James E. Copeland Jr., CEO of Deloitte & Touche, believes that audit demand will grow rapidly in Asia, Latin America, Central Europe, and Russia. Nally says the Securities & Exchange Commission's push for more corporate disclosure will produce new measures of company and industry performance, such as indexes of customer loyalty or product quality--that will all need to be audited.

Given the doldrums in corporate technology spending, the Big Five were willing early this year to make some concessions to reformers. But only to a point: They couldn't accept proposals from Washington requiring companies to change auditors every five years or so. And they very much wanted to continue advising public audit clients on acquisitions, pension plans, and personnel management.

So far, the industry's powerful lobby--fueled by decades of hefty campaign contributions--has headed off all attempts to crimp those businesses. The House-passed accounting reform bill, backed by the GOP and President Bush, would essentially keep the current system, under which audit committees and the SEC decide whether consulting deals compromise an auditor's integrity. A rival bill backed by Senate Banking Committee Chairman Paul S. Sarbanes (D-Md.) would impose stricter limits, but it's stalled in committee until at least June. To gain the Republican votes needed to pass his bill in an election year, Sarbanes will have to ease up on the firms. Unless new laws restrict their business, the Final Four will continue to offer such fast-growing services as tax planning, deal advice, and company valuations. They hope to expand their current work checking out computer security systems.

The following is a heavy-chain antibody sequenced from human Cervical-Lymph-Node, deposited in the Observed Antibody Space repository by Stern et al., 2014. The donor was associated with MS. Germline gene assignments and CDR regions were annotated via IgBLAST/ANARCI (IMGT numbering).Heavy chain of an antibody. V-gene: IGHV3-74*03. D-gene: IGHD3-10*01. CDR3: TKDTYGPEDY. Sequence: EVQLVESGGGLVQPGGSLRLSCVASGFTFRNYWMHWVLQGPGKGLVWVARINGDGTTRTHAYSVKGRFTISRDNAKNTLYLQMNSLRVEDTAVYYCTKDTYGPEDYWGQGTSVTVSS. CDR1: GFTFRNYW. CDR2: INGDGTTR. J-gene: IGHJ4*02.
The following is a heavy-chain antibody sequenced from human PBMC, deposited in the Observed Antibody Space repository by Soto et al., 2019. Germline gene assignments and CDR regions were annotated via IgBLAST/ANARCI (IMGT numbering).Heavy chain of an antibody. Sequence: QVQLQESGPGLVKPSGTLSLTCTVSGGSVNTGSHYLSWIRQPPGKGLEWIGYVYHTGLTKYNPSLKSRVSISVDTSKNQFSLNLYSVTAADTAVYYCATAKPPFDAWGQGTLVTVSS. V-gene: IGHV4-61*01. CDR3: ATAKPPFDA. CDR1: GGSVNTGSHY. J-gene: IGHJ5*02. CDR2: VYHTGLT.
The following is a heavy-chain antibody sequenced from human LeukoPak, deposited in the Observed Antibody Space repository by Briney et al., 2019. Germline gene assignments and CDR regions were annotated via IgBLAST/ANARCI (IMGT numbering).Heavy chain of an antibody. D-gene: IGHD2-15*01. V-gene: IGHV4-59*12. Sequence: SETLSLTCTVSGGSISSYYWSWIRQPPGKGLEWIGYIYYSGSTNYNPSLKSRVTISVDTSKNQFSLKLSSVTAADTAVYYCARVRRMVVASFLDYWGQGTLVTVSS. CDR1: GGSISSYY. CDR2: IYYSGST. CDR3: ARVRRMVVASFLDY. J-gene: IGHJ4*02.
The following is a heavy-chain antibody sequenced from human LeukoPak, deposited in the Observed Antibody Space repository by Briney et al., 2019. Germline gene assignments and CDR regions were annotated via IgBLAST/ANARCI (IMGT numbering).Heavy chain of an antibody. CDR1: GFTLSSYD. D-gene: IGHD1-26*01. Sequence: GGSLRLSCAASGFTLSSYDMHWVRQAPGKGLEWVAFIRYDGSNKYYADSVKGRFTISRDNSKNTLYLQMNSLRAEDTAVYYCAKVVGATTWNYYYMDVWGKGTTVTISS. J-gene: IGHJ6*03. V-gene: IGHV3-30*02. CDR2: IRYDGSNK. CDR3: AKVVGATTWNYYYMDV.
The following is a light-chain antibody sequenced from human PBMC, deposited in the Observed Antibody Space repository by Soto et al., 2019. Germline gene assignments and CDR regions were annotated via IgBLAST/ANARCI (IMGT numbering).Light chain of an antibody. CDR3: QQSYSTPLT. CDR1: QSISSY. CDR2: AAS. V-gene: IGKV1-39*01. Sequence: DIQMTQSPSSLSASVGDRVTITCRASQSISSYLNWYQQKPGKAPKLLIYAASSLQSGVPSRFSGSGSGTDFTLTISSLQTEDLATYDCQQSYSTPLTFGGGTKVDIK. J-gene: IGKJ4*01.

The CPAs aren't entirely in the clear, though. A fresh wave of accounting scandals could revive Washington's zeal for reform. And almost a dozen states, led by California, are considering bills that would block CPAs from consulting in a range of areas for audit clients.

The firms also must thread their way through legal minefields. The SEC has acknowledged that it's investigating two of the Final Four. KPMG allegedly failed to catch more than $3 billion in revenue-boosting maneuvers at Xerox Corp. And the SEC says Ernst & Young compromised its independence by selling software in a joint venture with an audit client. Both firms have denied any wrongdoing. Enraged shareholders are also likely to bring more cases against auditors who failed to detect or halt financial shenanigans. "Next to asbestos manufacturing, auditing is about the worst business to be in from a liability standpoint," grouses Copeland of Deloitte & Touche.

True, the glare of the Enron spotlight hasn't done much for the image of the profession. And assimilating the Andersen partners and managing their liabilities is likely to be a challenge for the survivors. Even without sweeping legislation, "we still have a couple of years of turmoil ahead, for clients, for partners, and for the firms," says Arthur W. Bowman, editor of Bowman's Accounting Report, an industry newsletter. But don't shed any tears for the profession. When it comes to the bottom line, the Final Four accounting firms will have little to fear.

By Mike McNamee in Washington, with Joseph Weber in Chicago